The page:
Seven troubling trends: A checkup on the condition of the world's oceans
1. Two-thirds of the major marine fisheries are fully exploited, over exploited or depleted. Just over 40 years ago, this figure stood at less than 5 percent.
2. The concentration of carbon dioxide in the atmosphere has increased by 30 percent since the beginning of the Industrial Revolution. The best (and cautious) predictions forecast a global temperature increase of between 2 and 6 degrees F, and a rise in sea level of 6 inches to 3 feet over the next century.
3. The explosively growing human population currently utilizes over half the available surface freshwater of the planet. About 70 percent of that amount is used in agriculture. Above and beyond the ramifications of these numbers for population, this figure has critical implications for water flow through estuaries and bays, and therefore habitat quality, e.g., for salmon.
4. Between one-third and one-half of the land surface of Earth has now been transformed by human action. Examples include the conversion of wetlands and forests to urban and industrial areas or of grasslands to pastures and agricultural fields. The recent listing of nine salmon and steelhead populations in the Pacific Northwest highlight some of the consequences to marine species of land transformation due to logging, grazing, hydroelectric power generation, agriculture and urbanization. Habitat transformation is more difficult to quantify in oceans.
5. The amount of nitrogen that enters the nitrogen cycle each year has more than doubled over the past century as a result of human activities. The making of fertilizers and burning of fossil fuels account for the bulk of this newly "fixed" nitrogen. Additional wasted nitrogen is carried into the air and transported elsewhere on land or into oceans. This excess nitrogen can disrupt downstream ecological systems. The chemistry of coastal areas around the world is changing, in part because of this influx of nitrogen into previously nitrogen-poor systems. The growth of many (though not all) species that cause red tides and other harmful algal blooms is often triggered by an influx of nitrogen and other nutrients.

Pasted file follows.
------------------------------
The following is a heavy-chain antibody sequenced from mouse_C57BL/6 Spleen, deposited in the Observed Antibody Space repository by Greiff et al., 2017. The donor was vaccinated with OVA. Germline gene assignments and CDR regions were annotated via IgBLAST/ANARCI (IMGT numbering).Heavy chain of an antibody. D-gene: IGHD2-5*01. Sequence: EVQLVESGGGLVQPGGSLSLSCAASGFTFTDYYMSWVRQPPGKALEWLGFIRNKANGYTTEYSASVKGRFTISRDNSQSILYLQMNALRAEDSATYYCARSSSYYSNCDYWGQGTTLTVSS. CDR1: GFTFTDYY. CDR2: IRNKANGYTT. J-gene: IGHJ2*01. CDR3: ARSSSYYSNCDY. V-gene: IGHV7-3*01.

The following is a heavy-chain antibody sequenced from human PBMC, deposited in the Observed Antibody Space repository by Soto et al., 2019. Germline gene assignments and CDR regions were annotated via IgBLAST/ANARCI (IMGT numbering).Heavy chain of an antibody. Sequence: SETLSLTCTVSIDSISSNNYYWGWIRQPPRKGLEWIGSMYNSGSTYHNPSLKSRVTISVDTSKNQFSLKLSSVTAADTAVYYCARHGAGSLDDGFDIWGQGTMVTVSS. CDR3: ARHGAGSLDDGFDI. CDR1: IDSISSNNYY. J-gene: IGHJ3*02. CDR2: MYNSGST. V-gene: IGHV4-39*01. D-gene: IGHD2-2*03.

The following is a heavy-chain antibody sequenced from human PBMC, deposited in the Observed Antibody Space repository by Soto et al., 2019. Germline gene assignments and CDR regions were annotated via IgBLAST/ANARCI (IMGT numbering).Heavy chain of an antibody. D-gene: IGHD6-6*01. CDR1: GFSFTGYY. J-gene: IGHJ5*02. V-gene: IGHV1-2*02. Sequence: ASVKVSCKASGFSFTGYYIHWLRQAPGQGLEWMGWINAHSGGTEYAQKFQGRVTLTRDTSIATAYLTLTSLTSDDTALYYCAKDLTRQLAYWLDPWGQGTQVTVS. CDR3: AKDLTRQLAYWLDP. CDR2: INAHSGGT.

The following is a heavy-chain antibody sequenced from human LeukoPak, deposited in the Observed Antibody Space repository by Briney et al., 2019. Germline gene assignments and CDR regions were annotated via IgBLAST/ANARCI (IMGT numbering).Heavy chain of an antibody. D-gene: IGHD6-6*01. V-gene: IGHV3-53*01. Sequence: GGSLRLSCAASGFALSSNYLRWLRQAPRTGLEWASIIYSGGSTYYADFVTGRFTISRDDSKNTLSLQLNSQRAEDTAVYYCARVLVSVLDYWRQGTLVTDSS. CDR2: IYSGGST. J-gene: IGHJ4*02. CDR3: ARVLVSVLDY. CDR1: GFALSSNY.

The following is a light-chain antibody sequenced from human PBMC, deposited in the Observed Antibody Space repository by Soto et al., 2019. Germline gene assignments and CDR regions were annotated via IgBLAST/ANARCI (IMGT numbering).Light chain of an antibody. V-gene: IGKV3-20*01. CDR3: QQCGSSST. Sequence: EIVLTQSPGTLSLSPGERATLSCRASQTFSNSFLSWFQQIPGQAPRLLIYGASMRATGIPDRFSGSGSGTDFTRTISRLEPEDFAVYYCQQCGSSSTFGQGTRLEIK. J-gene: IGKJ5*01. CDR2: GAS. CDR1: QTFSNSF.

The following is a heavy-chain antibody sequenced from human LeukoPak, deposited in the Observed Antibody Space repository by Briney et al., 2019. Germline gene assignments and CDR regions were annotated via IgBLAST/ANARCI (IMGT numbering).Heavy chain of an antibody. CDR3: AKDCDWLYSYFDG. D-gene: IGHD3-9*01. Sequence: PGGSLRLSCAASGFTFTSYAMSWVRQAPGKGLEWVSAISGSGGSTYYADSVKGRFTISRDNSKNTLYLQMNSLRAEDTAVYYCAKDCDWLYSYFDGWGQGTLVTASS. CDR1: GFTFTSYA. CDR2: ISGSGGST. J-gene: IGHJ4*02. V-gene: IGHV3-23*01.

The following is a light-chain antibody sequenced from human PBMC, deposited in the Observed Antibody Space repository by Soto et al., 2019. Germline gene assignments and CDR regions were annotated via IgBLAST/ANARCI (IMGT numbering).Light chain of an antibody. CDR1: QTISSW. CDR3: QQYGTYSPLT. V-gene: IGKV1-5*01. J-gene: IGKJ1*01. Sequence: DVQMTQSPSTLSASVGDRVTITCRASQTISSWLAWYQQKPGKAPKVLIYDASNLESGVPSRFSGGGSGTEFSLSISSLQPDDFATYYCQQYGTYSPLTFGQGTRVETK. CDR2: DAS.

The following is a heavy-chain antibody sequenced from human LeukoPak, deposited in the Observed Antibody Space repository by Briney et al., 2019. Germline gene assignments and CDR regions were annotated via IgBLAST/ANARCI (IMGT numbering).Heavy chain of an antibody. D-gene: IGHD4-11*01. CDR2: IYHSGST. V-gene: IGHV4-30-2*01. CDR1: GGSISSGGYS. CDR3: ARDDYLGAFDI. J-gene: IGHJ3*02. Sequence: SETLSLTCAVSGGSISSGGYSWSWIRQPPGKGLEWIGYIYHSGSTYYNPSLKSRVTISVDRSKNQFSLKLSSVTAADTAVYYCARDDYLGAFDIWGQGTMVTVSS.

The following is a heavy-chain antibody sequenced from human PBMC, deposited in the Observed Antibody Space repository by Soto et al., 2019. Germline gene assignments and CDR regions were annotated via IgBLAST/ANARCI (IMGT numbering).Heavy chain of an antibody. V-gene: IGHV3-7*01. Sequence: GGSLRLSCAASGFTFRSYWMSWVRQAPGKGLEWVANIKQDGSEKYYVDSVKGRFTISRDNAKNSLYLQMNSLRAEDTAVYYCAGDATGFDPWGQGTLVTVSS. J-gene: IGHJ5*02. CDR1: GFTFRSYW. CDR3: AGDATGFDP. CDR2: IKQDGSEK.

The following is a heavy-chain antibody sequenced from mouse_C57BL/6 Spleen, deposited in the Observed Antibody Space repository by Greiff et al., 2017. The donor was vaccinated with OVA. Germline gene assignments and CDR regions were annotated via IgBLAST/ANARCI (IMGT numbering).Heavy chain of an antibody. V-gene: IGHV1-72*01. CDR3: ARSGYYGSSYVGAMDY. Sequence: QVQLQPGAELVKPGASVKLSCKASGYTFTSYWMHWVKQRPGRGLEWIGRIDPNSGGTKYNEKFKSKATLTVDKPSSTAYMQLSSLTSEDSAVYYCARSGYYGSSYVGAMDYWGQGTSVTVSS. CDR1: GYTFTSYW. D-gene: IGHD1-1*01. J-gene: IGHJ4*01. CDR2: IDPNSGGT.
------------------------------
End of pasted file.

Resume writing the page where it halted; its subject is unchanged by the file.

6. A number of scientific experts have stated that Earth is in the early states of the sixth mass extinction event in the history of the planet. This is the first mass extinction that is due directly to human activities. Major drivers include habitat destruction or alteration, introduced and invasive species, and overfishing.
7. There are now some fifty "dead zones" or areas with low to no oxygen, in the coastal areas around the world, most of which have appeared within the last fifty years. Globally, dead zones have tripled in number in the last thirty years. The dead zone in the Gulf of Mexico, for example, has doubled in size since 1993, and at 1600 square miles is the largest in the Western Hemisphere. Excessive nutrient influx, especially nitrogen and phosphorus compounds from agricultural, livestock and poultry enterprises in upstream watersheds, are the suspected causal agents.
Source: Jane Lubchenco, distinguished professor of zoology at Oregon State University, in comments to the House Subcommittee on Fisheries Conservation and Oceans on May 6. Lubchenco, past president of the American Association for the Advancement of Science, has done extensive research on the ecology of rocky shores of Oregon, Washington and California for over three decades.